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Perinatal Mood Disorder

Perinatal Mood Disorder Abstract 300x200Pregnancy is a marvelous endeavor for women. Who can estimate the value of bringing even one child into the world? Pregnancy comes with a price. It adds new demands on the body and the mind. It creates a new challenge for the mother –to-be or the already existing mother. These challenges come in the form of new nutritional needs as the baby is taking from the mother so that it can have a strong body. She also feels more fatigue as it requires added energy to build a baby.

Once the baby is born the demands on the mother’s body haven’t gone away. As a breastfeeding mother, she still needs additional nutrients for the baby, even more. She still may feel fatigue especially from sleep deprivation. She may get tempted to feel depressed. Does she need to build her coping strategies? Yes!

7 ways to help a woman avoid perinatal mood disorder.

1. Make positive affirmations and place them around the home. “I feel smart.” “I like to eat healthy food.” “I am beautiful.” “I am a good mother.”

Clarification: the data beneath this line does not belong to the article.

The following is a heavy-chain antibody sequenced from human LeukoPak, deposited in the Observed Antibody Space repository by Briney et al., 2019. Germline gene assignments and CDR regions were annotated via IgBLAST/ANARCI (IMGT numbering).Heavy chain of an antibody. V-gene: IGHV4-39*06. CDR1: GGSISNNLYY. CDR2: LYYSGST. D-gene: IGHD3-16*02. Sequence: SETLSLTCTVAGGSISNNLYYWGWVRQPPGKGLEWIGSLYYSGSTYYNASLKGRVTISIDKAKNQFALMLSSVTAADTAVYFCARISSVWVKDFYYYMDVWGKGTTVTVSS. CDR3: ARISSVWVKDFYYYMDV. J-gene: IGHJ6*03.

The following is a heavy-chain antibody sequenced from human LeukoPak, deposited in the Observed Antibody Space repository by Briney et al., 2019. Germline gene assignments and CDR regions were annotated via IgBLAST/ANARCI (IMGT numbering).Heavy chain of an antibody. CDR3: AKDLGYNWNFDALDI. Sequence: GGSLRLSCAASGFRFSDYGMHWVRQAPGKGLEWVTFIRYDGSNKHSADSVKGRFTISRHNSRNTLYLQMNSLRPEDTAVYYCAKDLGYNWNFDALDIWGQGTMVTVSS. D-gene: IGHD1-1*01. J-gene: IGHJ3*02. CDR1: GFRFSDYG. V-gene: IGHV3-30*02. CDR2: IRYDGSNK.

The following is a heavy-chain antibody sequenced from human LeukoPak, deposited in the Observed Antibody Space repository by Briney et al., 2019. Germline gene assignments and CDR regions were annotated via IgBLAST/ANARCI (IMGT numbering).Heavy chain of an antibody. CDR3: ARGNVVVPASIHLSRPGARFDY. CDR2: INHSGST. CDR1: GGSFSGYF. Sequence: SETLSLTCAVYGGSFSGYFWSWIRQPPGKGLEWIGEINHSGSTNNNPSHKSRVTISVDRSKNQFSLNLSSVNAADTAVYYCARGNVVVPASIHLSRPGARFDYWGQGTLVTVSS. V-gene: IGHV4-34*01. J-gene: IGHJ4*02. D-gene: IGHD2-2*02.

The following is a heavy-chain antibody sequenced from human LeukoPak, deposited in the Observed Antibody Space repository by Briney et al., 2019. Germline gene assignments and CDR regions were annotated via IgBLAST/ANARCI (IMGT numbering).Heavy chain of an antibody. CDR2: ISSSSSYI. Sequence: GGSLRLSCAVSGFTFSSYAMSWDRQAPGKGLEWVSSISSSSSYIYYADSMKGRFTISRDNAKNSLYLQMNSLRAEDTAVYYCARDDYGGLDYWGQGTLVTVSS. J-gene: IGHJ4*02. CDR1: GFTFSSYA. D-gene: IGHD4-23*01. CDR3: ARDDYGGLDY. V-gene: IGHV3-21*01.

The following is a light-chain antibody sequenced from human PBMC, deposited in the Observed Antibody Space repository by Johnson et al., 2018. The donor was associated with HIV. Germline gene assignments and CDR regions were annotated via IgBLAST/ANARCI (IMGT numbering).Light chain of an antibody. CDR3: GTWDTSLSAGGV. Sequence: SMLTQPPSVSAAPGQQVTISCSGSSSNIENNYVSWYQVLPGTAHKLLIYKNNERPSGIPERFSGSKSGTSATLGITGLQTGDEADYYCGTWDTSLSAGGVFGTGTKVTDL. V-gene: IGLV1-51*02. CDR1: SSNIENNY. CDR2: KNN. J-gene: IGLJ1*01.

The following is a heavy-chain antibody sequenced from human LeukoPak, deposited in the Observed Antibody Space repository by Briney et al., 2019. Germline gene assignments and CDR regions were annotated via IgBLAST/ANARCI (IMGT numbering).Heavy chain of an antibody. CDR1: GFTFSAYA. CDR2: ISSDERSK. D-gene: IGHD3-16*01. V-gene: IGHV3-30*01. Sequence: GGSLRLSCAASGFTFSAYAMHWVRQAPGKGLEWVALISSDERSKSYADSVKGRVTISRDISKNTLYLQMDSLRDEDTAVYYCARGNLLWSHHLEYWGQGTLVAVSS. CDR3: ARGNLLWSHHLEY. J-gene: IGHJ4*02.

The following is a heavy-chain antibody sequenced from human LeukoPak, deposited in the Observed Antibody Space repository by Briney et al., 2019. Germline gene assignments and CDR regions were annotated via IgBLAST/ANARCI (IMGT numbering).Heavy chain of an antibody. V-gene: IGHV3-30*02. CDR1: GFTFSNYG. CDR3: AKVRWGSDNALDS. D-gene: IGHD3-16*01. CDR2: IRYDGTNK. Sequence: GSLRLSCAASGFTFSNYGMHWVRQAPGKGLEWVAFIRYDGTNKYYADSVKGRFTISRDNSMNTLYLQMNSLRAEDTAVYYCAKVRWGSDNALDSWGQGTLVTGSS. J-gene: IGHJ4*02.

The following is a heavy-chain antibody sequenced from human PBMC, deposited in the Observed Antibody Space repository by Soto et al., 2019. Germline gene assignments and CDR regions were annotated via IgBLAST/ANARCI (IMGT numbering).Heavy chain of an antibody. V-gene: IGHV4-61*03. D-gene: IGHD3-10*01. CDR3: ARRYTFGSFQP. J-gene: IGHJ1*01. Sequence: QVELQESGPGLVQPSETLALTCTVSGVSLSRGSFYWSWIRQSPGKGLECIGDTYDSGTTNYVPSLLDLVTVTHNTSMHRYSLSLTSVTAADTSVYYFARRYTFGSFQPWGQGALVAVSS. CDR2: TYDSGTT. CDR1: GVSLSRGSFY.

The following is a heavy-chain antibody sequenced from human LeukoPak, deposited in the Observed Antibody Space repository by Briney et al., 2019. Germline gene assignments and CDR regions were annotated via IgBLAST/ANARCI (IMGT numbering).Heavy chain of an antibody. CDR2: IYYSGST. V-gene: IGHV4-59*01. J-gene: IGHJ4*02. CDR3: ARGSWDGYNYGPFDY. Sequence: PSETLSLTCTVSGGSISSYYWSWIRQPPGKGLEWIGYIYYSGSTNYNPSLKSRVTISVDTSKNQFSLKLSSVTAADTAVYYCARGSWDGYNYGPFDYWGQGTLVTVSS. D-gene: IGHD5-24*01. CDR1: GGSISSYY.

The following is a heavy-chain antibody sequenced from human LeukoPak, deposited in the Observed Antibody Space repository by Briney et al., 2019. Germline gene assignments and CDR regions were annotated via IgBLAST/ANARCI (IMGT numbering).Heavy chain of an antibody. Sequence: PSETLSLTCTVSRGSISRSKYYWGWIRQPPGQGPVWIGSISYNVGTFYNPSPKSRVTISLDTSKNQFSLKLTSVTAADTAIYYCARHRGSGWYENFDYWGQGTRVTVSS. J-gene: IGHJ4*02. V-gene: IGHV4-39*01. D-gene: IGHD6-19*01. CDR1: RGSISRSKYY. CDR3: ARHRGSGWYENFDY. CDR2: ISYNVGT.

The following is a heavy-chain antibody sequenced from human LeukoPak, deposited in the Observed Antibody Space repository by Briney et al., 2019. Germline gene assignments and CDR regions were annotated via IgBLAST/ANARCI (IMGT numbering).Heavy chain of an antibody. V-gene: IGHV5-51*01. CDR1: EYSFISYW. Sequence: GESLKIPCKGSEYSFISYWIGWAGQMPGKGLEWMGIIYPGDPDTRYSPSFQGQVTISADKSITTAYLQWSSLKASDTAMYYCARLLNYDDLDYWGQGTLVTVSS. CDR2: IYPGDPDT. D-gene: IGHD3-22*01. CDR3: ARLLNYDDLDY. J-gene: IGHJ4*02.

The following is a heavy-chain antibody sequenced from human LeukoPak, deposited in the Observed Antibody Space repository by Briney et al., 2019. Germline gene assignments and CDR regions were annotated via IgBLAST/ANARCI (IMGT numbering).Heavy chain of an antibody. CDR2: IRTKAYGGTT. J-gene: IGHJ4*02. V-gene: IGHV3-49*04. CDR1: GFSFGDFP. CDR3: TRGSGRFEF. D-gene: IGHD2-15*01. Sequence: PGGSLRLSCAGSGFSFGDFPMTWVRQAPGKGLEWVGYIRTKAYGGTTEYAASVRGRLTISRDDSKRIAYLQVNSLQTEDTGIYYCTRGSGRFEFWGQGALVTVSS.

2. Take in the vital nutrients that you and baby need. Omega 3’s, protein, calcium, Vitamin D, etc.

3. Get outside for a few minutes every day to take in the wonder of God’s creations.

4. Find joy in the small things and look for the many ways to be grateful.

5. Keep life simple

6. Believe in the possible. Build a faith that is stronger than the current circumstances that ‘things will get better with time.’ Then strive to do something productive that day.

7. See a therapist if a feeling of melancholy, anxiety or rage becomes profound.

Postpartum Progress is a non-profit organization working to vastly improve awareness of perinatal mood and anxiety disorders like postpartum depression, and to provide peer leadership and support for the women who have them. They are the most widely read website & blog in the US on maternal mental health.